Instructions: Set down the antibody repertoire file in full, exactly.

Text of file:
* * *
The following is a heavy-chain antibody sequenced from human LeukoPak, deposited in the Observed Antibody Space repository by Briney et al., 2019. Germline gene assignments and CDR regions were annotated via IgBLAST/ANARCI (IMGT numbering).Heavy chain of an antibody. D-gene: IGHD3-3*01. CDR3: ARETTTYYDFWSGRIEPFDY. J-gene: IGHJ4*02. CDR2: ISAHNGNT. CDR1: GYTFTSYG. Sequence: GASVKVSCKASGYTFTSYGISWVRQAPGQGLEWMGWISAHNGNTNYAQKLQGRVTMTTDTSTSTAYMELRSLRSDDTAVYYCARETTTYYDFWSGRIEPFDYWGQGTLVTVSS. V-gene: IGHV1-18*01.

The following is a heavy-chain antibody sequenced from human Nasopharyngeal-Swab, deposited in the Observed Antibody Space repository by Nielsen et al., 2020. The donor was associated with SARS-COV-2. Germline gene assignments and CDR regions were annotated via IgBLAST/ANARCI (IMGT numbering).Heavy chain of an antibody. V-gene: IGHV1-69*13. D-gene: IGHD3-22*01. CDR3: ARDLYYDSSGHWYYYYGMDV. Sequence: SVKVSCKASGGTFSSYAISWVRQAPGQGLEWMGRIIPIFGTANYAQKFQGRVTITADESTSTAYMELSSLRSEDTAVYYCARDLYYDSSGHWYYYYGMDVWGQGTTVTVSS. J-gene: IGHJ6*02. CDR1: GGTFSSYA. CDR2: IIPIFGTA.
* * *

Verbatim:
The following is a heavy-chain antibody sequenced from human LeukoPak, deposited in the Observed Antibody Space repository by Briney et al., 2019. Germline gene assignments and CDR regions were annotated via IgBLAST/ANARCI (IMGT numbering).Heavy chain of an antibody. D-gene: IGHD3-3*01. CDR3: ARETTTYYDFWSGRIEPFDY. J-gene: IGHJ4*02. CDR2: ISAHNGNT. CDR1: GYTFTSYG. Sequence: GASVKVSCKASGYTFTSYGISWVRQAPGQGLEWMGWISAHNGNTNYAQKLQGRVTMTTDTSTSTAYMELRSLRSDDTAVYYCARETTTYYDFWSGRIEPFDYWGQGTLVTVSS. V-gene: IGHV1-18*01.

The following is a heavy-chain antibody sequenced from human Nasopharyngeal-Swab, deposited in the Observed Antibody Space repository by Nielsen et al., 2020. The donor was associated with SARS-COV-2. Germline gene assignments and CDR regions were annotated via IgBLAST/ANARCI (IMGT numbering).Heavy chain of an antibody. V-gene: IGHV1-69*13. D-gene: IGHD3-22*01. CDR3: ARDLYYDSSGHWYYYYGMDV. Sequence: SVKVSCKASGGTFSSYAISWVRQAPGQGLEWMGRIIPIFGTANYAQKFQGRVTITADESTSTAYMELSSLRSEDTAVYYCARDLYYDSSGHWYYYYGMDVWGQGTTVTVSS. J-gene: IGHJ6*02. CDR1: GGTFSSYA. CDR2: IIPIFGTA.